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Are We Still Calling This Con “Sam’s Club Conservatism?”

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David Brooks has an argument that the co-winner of yesterday’s caucuses is a different type of conservatism. Unlike that upper-class swell Mitt Romney, you see, Santorum offers a frothy agenda directed towards the white working class. He cares about poverty, really! This may seem like an odd argument to make about a candidate who compares Medicaid and food stamps to fascism, and indeed it is. I would refute it, only that Brooks conveniently refutes it himself:

He is not a representative of the corporate or financial wing of the party. Santorum certainly wants to reduce government spending (faster even than Representative Paul Ryan). He certainly wants tax reform. But he goes out of his way in his speeches to pick fights with the “supply-siders.” He scorns the Wall Street bailouts. His economic arguments are couched as values arguments: If you want to enhance long-term competitiveness, you need to strengthen families. If companies want productive workers, they need to be embedded in wholesome communities.

So Santorum is even more reactionary on economic issues than Paul ‘throw grandma from the train” Ryan, wanting to do even more to shred America’s already threadbare safety net. When you hear a Republican use the “tax reform” euphemism you know they’re talking about massive upper-class tax cuts (very partially) funded by spending cuts piled on the working class, and this is indeed exactly what Santorum supports. So how on earth can Brooks argue that Santorum is the representative of the working class? Well, while your ordinary Chamber of Commerce type might be inclined to leave the sex lives of his impoverished and servile workers alone, Santorum wants the government less involved in the social welfare business but much more involved in the imposing reactionary cultural values business.    Oh.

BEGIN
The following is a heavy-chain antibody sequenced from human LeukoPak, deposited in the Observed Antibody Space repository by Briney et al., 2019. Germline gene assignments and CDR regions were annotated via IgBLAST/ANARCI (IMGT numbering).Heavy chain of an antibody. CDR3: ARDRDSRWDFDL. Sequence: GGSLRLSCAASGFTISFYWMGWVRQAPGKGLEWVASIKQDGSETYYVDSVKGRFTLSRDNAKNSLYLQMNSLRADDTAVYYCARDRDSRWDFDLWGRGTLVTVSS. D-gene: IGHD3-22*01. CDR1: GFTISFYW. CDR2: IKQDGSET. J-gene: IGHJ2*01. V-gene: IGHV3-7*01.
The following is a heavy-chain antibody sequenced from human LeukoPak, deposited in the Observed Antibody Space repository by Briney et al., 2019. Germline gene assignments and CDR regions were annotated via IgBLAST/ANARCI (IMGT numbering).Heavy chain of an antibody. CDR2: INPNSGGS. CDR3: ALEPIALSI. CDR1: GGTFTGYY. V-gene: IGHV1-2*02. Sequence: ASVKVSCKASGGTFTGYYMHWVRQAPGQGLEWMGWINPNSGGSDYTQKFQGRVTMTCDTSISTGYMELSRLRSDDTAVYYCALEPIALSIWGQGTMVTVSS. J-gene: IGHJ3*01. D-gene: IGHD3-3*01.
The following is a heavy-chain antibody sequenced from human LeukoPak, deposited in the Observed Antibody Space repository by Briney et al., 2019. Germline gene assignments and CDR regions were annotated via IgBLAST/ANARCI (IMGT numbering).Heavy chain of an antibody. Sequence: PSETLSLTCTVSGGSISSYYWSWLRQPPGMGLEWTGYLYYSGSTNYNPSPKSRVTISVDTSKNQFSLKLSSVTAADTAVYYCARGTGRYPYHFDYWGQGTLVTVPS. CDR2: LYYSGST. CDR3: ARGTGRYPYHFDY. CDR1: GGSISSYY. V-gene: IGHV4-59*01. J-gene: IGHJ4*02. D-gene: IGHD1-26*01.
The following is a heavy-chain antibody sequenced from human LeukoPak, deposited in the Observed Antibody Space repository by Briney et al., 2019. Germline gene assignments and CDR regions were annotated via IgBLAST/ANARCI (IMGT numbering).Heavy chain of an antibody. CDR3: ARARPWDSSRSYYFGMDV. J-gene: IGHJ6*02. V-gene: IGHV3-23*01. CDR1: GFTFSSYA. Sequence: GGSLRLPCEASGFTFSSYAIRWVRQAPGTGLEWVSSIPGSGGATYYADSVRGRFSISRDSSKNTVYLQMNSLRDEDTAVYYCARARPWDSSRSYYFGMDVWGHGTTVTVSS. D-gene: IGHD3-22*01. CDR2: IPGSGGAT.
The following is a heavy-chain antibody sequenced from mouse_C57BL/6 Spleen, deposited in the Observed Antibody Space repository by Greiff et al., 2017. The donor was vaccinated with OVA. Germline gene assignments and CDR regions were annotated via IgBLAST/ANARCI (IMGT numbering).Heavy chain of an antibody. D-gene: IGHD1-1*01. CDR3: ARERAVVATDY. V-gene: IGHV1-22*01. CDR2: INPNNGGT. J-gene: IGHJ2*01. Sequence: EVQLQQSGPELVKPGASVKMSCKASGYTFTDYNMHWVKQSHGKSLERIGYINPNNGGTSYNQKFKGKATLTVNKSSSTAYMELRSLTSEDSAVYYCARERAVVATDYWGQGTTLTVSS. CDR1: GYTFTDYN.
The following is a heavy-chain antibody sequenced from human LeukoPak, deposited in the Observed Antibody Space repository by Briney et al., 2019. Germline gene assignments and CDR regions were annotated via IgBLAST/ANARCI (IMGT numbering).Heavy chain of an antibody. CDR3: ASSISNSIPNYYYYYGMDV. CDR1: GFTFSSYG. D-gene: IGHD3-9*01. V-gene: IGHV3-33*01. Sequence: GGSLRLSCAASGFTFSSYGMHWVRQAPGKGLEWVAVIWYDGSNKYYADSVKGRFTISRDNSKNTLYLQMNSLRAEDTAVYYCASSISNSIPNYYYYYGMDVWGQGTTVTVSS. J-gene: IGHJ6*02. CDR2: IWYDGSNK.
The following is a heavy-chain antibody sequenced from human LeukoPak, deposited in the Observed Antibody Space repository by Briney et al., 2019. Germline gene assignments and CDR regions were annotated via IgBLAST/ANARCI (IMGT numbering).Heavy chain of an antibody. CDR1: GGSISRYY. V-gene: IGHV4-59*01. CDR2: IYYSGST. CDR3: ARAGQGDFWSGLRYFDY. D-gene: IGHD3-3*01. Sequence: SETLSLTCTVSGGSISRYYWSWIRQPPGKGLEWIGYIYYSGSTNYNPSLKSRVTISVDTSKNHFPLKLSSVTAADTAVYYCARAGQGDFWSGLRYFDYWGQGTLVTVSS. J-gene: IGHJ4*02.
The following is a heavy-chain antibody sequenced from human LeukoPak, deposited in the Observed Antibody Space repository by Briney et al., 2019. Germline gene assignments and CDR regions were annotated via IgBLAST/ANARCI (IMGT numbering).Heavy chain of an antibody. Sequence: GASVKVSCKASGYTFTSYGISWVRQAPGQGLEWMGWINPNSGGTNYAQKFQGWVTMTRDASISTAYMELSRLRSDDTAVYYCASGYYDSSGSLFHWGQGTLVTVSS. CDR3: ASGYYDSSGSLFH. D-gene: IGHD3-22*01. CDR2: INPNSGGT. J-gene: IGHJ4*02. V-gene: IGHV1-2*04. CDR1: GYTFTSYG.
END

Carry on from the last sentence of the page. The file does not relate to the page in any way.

As Ed Kilgore says, the idea that Santorum is too much of a bleeding heart might be the excuse that GOP elites use as they act to suppress his candidacy, but substantively it’s a massive fraud. It’s the old Michael Gerson routine — dressing up bog-standard supply-side Republican economics with alleged concern about the poor. Alas, empty rhetoric won’t put food on anyone’s table or pay their medical bills.

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